"David ne sait cuisiner que le chou."

Translation:David only knows how to cook cabbage.

June 29, 2020

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I think you could also say David doesn't know how to cook anything but cabbage.


Yep, you can say that too, but saying "David ne sait cuisiner que des choux" is mostly used here ( In France )


I sometimes have real difficulty with the computer voice, hearing the difference between de and du and le and la. Here as well, I would have sworn he said "la chou". Am I the only one?


I have submitted David knows only how to cook cabbage as a correct answer. Edit: In fact, one of the next answers is She made only one cup of coffee. (She only made one cup of coffee would be equally correct.)


Your answer means that Davide knows completely nothing; except cabbage-cooking. Basically he is a weird robot. But the sentence is that he knows how to cook only one thing: cabbage.


Then again: I'm nitpicking. And Duo shouldn't be nitpicking. Since most of us have English as a second language.


Excellent... .. the word the 'que' is in front of is what is being restricted... le chou.!!

But I kinda dont know if the syntax for edward's sentence would then contradict grammar rules word order. A negation like Personne ne can come totally before the verb. Can the 'restrictive' ne que follow that same pattern. David ne que sait cuisiner .... the only thing david knows is to cook....and then that would be different from David ne sait que cuisiner.... David only knows how to cook cabbage (he doesn't know how to eat or dice it or grow cabbage)


ne que sait definitely sounds wrong to me. que needs to follow one of the verbs.


Taken literally, roemer, I agree; but so does the given answer. :-)


Why is it: ne.... que le chou, mais ne ... que de la laitue. When with and when without 'de'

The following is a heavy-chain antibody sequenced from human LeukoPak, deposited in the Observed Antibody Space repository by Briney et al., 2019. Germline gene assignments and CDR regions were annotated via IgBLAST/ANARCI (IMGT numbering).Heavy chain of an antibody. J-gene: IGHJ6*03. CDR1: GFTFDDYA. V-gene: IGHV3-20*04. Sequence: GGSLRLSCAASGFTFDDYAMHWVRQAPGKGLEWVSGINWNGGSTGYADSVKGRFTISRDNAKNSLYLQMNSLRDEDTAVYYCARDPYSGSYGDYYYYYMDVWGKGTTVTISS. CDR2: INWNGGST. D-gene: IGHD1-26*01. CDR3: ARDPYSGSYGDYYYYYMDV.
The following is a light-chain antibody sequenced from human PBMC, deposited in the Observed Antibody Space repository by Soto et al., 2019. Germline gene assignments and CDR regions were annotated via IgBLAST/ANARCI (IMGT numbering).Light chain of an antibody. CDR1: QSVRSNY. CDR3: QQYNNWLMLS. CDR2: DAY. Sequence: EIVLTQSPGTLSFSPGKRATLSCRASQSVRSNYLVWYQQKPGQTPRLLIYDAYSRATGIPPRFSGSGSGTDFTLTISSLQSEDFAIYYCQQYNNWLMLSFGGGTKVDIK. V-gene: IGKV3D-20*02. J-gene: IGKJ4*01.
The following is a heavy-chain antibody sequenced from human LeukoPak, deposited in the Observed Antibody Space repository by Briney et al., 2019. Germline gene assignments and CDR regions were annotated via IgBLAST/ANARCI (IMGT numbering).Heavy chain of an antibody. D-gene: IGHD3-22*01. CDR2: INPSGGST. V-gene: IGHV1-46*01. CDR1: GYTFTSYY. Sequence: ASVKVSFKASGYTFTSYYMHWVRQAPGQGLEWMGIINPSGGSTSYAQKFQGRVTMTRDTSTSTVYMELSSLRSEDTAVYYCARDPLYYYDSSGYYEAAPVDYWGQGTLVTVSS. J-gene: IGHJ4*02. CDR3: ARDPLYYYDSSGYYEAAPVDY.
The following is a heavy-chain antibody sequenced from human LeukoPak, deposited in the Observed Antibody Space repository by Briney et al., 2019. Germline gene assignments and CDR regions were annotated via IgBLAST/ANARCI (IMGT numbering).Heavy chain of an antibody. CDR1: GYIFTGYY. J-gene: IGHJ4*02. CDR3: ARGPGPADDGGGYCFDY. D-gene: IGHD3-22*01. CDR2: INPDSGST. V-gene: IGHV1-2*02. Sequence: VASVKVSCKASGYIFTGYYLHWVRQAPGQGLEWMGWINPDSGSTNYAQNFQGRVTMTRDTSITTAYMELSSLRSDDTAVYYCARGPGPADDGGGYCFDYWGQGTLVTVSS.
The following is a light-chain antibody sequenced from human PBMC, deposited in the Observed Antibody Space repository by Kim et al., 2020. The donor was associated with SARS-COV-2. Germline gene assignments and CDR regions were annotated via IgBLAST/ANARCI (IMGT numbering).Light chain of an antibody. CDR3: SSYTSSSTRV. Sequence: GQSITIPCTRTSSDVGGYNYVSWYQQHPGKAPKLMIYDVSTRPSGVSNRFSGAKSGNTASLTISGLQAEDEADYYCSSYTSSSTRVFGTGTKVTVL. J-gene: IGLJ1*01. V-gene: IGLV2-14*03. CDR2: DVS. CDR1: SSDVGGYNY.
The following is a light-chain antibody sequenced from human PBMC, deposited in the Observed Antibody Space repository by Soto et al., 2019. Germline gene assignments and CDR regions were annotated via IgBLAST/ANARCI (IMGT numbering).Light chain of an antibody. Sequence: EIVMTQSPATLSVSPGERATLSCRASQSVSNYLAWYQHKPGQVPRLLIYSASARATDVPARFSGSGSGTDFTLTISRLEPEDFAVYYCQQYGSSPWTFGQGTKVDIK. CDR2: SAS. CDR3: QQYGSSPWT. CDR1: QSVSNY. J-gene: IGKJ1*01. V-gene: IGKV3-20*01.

I have the same question.


Sentence 1: David knows how to cook ONLY cabbage.(That is the exact meaning of this sentence ... the only thing David KNOWS TO COOK is cabbage...even though we say David only knows how to cook cabbage and get our meaning across(. Put ANY CABBAGE in the world and David knows how to cook it. So he knows how to cook ALL(types) cabbages in the world not some type(red for instance) cabbage. Hence LE(for generalization) not the partitive de+(le or la). But if I remember the other sentence. You will be hungry if all you eat is lettuce. He is not eating a SPECIFIC lettuce/he wont eat ALL the lettuce in the world/so it has to be the partitive de+(le or la).. All goes back to you can't have a naked noun in french. I m buying apples in ENGLISH must be I am buying 'qualifier' apples in FRENCH. The default qualifier is always 'de+(le/la) unless....like specificity/generalization/cardinal determiner...etc etc.


dbguy49 above is correct. More simply, perhaps, de means of or some of. So: J’aime le lait - I like (all) milk. J’aimerais du lait. I would like some milk.


David only knows to cook cabbage is correct!


not if you stay true to the syntax. Maybe my post above may help.


I am a native English speaker. Roemer's response is correct. However, Duo's translation is one that is very frequently used and accepted, depending on the context.


Truth be told, it makes no difference where you put "only" in English. I don't think it makes any difference where you put "que" in French either.

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